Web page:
Live Review: FYF Fest, September 1-2, 2012, Los Angeles

King Khan and the Shrines by Andrew Scoggins

FYF Fest took over L.A.’s State Historic Park on September 1 and 2, bringing its usual blend of punk acts and buzz bands along with it.

Friday started off with LA’s FIDLAR, who delivered a much more mature set than expected. The only throwback to the wild antics of their earlier, cracked-out, party-punk days was a finale of their hit single, “Wake Bake Skate,” which seemed more like an afterthought than a meaningful part of their set. But this wasn’t necessarily a bad thing — some of their new material packed some serious muscle with heavy riffs that bordered on Black Keys-ian power. It’ll be interesting to see what direction FIDLAR take on their upcoming debut album.

FIDLAR by Chris Alvarez for

As the late afternoon began to near, Cloud Nothings blindsided attendees with one of the most aggressive and definitely loudest performances of the entire festival. The Pitchfork-approved band, led by lead singer Dylan Baldi in glasses and a flannel, put on a blistering performance that made it hard to differentiate between its distorted riff vamping and Baldi’s throat-shredding wailing. The infectious “Stay Useless” whipped the mosh pit into a wild frenzy and the slow burn of “No Future No Past” left the crowd’s ears ringing.

It may be horribly uncool, especially now that multiple music sites have denounced them as nothing but a hipster flash in a pan, but it was hard not to love The Pains of Being Pure at Heart‘s set. There’s something about the band’s fuzzed-out, ’90s-inspired shoegaze mixed with horribly oversensitive, butthurt lyrics that cuts to my soft, mushy center. Being able to float on top of the fuzz tones and wax nostalgic about loves lost while the Cure-esque solo on “Heaven’s Gonna Happen Now” curls around your eardrums is incredibly soothing and provides a nice break from other hyper-masculine rock bands that try way too hard (COUGHThe MenCOUGH).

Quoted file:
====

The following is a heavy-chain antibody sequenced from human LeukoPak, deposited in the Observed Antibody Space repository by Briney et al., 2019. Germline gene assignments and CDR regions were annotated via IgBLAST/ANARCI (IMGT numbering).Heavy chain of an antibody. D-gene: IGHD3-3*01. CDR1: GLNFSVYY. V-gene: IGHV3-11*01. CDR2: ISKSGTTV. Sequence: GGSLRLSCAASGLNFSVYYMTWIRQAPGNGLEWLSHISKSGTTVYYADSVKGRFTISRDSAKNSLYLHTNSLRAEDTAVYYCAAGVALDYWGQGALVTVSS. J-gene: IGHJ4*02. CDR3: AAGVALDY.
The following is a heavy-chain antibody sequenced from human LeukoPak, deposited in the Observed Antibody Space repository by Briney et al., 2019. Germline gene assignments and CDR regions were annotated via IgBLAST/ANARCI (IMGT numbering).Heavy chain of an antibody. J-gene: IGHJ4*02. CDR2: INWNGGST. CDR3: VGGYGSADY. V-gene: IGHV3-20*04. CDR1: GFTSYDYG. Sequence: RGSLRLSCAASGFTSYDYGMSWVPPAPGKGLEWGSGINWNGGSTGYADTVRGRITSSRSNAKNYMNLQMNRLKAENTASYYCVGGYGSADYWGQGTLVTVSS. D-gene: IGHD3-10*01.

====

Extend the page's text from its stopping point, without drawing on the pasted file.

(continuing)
Pains of Being Pure at Heart by Chris Alvarez for

Purity Ring was the absolute best way to kick off the night. Although their hanging cocoon lights and touch-sensitive light-up lanterns were mesmerizing, I didn’t get too much time to watch the spectrum of colors shift back and forth. My eyes were glued shut during the majority of the show as I swayed and bobbed to the spine-snapping bass tracks that simultaneously jerked and bathed the crowd in a deep rumble. Megan James’ ethereal, haunting voice floated above the roiling sea of bass during bangers like “Lofticries” and “Belispeak.” But even those songs were stretched and warped by the nimble fingers of Corin Roddick, who alternated between smashing the MIDI pad and the aforementioned light lantern MIDI controllers. It all felt like a trance party in a haunted house, except with more hipsters.